Scott Brown—the truck driving Senator from Massachusetts who took Teddy Kennedy’s seat, oh my—has recently gotten some serious love from the “reproductive health” community for his willingness to support family planning. There are at least two reasons why his stance has been widely noted.
First, he is publicly identified as an evangelical Christian. And for reasons that I cannot yet figure out, many people think that evangelical Christians are as opposed to birth control as is the Roman Catholic hierarchy. Now, it may well be true that some particular sects are, but as a general matter, this large and complex community is not opposed to modern contraception. For example, a recent National Association of Evangelicals survey notes that 90% of evangelical leaders believe birth control pills and other hormonal methods of contraception are morally acceptable, and 65% readily acknowledge that increasing access to contraceptive information and services will help reduce the number of abortions. Many evangelical Christians are upset about non-marital sexual activity, especially among teens. Big time. But again, that is not the same as doctrinal opposition to contraception.
But Scott Brown is also getting attention because he is a Republican, and there are precious few Republicans, at present, who are willing to stand up for contraception. In fact, by my current count, there are only three other Republicans in the Senate who seem to support family planning: Olympia Snowe, Susan Collins and Lisa Murkowski. To continue my list of things I do not understand, this thin bench puzzles me. I do get how people of great good will can have issues with induced abortion, but I find it very hard to understand hostility to preventing the unplanned, unwanted pregnancies that often lead, of course, to abortion itself.
In truth, I think that many of the Republicans who shy away from supporting birth control are actually not worried about contraception but mainly about other, larger issues, especially the discouraging state of the American family and intimate relationships at present—hook-up culture, high levels of divorce and extra-marital affairs, violence against women, date rape, sexting, online child pornography and…well, the list goes on. In fact, I think they use contraception as a symbol—almost a code word—for all that they see as wrong in the current culture of sex, love and relationships. Instead of addressing these serious issues directly—the vast majority of which are complex, divisive, opaque, and interrelated, AND some of which rear their ugly heads on Capitol Hill quite regularly—they choose instead to take pot-shots at the “contraceptive culture” or other such odd formulations. Even though many elected officials no doubt use birth control themselves (or did so years ago) and hope their children do, too, they clearly find it easier to whine about contraception than to develop constructive remedies for the really serious problems in our crude culture—problems that are tough to fully grasp and even tougher to solve.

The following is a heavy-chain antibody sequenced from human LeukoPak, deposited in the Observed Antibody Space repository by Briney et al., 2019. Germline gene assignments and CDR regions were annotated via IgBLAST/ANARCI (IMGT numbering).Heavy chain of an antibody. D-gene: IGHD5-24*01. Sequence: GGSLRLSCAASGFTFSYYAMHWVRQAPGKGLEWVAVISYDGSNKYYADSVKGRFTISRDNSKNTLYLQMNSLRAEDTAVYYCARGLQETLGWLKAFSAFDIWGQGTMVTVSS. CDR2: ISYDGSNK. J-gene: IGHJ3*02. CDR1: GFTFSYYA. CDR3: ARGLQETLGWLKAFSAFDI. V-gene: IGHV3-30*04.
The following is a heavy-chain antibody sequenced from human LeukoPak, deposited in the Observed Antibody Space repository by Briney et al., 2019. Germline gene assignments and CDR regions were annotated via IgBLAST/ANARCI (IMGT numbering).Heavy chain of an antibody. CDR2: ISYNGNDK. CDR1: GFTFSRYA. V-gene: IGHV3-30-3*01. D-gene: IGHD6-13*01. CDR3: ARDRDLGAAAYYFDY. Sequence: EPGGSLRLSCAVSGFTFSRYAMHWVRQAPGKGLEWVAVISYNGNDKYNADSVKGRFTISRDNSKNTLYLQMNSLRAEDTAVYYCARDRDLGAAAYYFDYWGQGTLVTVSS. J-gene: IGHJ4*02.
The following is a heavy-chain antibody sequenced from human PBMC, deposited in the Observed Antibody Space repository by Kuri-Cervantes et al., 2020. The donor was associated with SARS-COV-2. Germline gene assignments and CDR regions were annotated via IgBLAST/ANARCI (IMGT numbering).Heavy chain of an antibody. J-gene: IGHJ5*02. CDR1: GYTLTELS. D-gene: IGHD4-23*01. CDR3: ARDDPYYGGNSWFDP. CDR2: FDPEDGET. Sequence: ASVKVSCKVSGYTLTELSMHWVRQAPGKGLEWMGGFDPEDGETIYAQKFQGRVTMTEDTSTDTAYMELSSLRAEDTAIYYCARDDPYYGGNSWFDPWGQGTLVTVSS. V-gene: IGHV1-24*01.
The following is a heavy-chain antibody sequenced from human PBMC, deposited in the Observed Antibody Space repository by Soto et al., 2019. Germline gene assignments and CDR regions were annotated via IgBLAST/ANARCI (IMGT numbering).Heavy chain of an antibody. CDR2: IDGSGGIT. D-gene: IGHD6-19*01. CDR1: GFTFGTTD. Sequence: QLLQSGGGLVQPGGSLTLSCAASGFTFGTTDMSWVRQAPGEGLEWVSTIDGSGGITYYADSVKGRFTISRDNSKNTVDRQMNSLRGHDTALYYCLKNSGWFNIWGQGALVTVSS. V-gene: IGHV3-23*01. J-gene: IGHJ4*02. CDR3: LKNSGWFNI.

What to suggest? I urge all national leaders and elected officials to think about this hard: Are you really opposed to pregnancy planning and prevention? Aren’t you, in truth, more worried about things like the fact that 60 percent of women between 20 and 24 who gave birth in the US last year were unmarried? Or that seven in 10 pregnancies to single women in their 20s are unplanned? Or that about one-third of women in the U.S. will have an abortion by age 45? It is facts like these that should concern our leaders and all the rest of us as well—not the life-saving, education-enhancing, health-promoting, abortion-reducing, money-saving, child-spacing, sex life-improving phenomenon of modern birth control.
Sarah Brown is CEO of The National Campaign to Prevent Teen and Unplanned Pregnancy.